Aatish Taseer says that for Indians, English re-enacts the colonial relationship and renders the country voiceless[1]. Perhaps. But somewhere in the inherited cacophony of our multilingual selves, there is room for voicing something that can only be rendered in a foreign language. Something that can be re-membered and re-lived and re-gifted.

[1] How English ruined Indian Literature: http://www.nytimes.com/2015/03/22/opinion/sunday/how-english-ruined-indian-literature.html?_r=0

Photo-credit: Rashida Murphy

Author:

Rashida Murphy is a Perth-based writer and poet. She has been published previously in Cafe Dissensus, Westerly, Marginata, and Poetry D’Amour. She has just finished writing her first full length novel.

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Cafe Dissensus Everyday is the blog of Cafe Dissensus magazine, based in New York City, USA. All materials on the site are protected under Creative Commons License.

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Read the latest issues of Cafe Dissensus Magazine on the poet of love and protest, Faiz Ahmed Faiz, edited by Pooja Garg Singh, poet and writer.

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13 Responses to “Remembering in English”

  1. Karen M

    Wonderful stuff Rashida, evocative and containing a universe of things to think about. Your family is so colourful, and so alive, at least in the way you write it’s various members and dynamics! And the question of language and identity, language and politics, language and the edge of awareness is a huge one, touching on many aspects of being as you capture so well here. Your piece is like a prism, sending light in many directions, containing rainbows and darkness both. Gorgeous.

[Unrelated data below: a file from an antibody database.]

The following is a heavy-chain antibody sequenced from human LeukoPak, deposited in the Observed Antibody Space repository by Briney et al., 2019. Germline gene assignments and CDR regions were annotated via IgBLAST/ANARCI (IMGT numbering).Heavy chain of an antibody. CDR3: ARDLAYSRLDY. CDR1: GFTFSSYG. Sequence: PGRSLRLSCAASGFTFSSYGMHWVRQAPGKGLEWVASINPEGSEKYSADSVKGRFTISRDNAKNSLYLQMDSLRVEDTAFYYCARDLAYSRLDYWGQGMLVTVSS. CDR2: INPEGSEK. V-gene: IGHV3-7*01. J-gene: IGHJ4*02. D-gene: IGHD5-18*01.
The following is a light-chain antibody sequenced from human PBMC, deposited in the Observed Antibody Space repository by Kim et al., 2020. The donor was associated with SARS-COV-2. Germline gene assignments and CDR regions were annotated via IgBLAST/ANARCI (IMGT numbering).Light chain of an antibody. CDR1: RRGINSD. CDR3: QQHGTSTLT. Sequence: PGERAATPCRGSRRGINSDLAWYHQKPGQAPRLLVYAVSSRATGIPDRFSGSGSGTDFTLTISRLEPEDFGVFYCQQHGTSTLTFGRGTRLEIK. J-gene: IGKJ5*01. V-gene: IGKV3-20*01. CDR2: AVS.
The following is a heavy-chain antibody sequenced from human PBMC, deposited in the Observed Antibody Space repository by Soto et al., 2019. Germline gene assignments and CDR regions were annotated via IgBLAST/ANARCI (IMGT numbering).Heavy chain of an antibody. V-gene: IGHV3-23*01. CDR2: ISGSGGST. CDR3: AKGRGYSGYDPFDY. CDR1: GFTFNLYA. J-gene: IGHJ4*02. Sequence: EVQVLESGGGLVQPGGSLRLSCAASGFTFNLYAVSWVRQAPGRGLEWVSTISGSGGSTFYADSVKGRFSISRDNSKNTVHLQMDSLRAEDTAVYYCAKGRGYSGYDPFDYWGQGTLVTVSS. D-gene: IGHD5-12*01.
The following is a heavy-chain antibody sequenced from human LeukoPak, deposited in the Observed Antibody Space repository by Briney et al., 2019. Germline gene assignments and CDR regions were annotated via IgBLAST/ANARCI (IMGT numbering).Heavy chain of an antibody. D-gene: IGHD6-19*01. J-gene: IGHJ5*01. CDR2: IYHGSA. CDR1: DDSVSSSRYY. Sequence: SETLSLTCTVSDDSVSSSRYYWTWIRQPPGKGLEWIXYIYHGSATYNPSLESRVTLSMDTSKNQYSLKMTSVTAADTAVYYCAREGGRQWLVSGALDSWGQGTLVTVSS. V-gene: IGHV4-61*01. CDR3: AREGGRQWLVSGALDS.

Reply
  2. lopu123

    Such a heart-warming creative nonfiction account that weaves together so many different layers and strings them together so beautifully and eloquently! Loved reading every line of the piece and the connections that you make are so universally relevant!

    Best,
    Lopa.

    Reply
  3. louisehelfgott

    What wonderful evocative writing with so much psychological insight! I could visualise your grandfather well and I had a glimpse into some of your earliest and life-shaping experiences. Well done, Rashida.

    Reply
  4. Gulara

    What an amazing piece, Rashida. I find I relate to so many things you write about: dreaming in one language and speaking in several other languages, while English gradually becoming the dominant one… I too witnessed my grandpa’s death. Managed to kiss him before he took his last breath but it was really scary. I had one dream of him where he beckoned me and I was so freaked out I couldn’t sleep for days afterwards. Maybe he came once or twice since, but not much, whereas grandma is in my dreams a lot (she is alive). Anyway, brought up a lot of memories for me. Thank you for sharing and writing so vividly. I could literally see your grandfather, both on photos and as you remembered him.

    Reply
    • rashidamurphy

      Gulara, thank you for this insight and connection. I think that when we speak other languages, our dreams are jumbled and perhaps richer, who knows?

      Reply
      • Gulara

        So true. Like you, I am fascinated by it all, so deep gratitude for writing about this subject.

    • rashidamurphy

      Thank you very much dear Gulara. Your writing is beautiful and speaks to me in ways I intuitively feel. Your comments are like balm!

      Reply
  5. marlish glorie

    I’m with Gulara, this is amazing and beautiful piece of writing, Rashida. I love your writing and what you have to say! And I was thinking , we’re indeed fortunate in this country that you write in English! x

    Reply